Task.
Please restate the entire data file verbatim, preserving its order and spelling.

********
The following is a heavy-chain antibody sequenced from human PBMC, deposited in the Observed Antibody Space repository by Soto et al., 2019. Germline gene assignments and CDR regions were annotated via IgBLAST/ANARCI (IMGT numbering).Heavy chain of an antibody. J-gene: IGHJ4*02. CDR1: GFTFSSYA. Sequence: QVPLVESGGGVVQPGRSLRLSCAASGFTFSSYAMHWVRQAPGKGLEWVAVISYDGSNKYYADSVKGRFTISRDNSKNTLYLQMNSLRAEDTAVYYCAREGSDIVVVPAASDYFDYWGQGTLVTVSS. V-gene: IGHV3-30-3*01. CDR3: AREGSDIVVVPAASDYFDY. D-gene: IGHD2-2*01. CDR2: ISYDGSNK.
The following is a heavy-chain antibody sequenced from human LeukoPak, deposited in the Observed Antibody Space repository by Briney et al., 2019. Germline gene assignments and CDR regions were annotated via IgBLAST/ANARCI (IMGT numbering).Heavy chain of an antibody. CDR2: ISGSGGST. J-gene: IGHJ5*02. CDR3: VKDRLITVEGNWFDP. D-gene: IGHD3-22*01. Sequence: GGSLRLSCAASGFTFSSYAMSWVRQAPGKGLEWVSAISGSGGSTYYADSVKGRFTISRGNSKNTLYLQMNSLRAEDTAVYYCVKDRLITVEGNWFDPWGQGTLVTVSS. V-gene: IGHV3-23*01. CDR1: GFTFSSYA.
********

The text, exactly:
The following is a heavy-chain antibody sequenced from human PBMC, deposited in the Observed Antibody Space repository by Soto et al., 2019. Germline gene assignments and CDR regions were annotated via IgBLAST/ANARCI (IMGT numbering).Heavy chain of an antibody. J-gene: IGHJ4*02. CDR1: GFTFSSYA. Sequence: QVPLVESGGGVVQPGRSLRLSCAASGFTFSSYAMHWVRQAPGKGLEWVAVISYDGSNKYYADSVKGRFTISRDNSKNTLYLQMNSLRAEDTAVYYCAREGSDIVVVPAASDYFDYWGQGTLVTVSS. V-gene: IGHV3-30-3*01. CDR3: AREGSDIVVVPAASDYFDY. D-gene: IGHD2-2*01. CDR2: ISYDGSNK.
The following is a heavy-chain antibody sequenced from human LeukoPak, deposited in the Observed Antibody Space repository by Briney et al., 2019. Germline gene assignments and CDR regions were annotated via IgBLAST/ANARCI (IMGT numbering).Heavy chain of an antibody. CDR2: ISGSGGST. J-gene: IGHJ5*02. CDR3: VKDRLITVEGNWFDP. D-gene: IGHD3-22*01. Sequence: GGSLRLSCAASGFTFSSYAMSWVRQAPGKGLEWVSAISGSGGSTYYADSVKGRFTISRGNSKNTLYLQMNSLRAEDTAVYYCVKDRLITVEGNWFDPWGQGTLVTVSS. V-gene: IGHV3-23*01. CDR1: GFTFSSYA.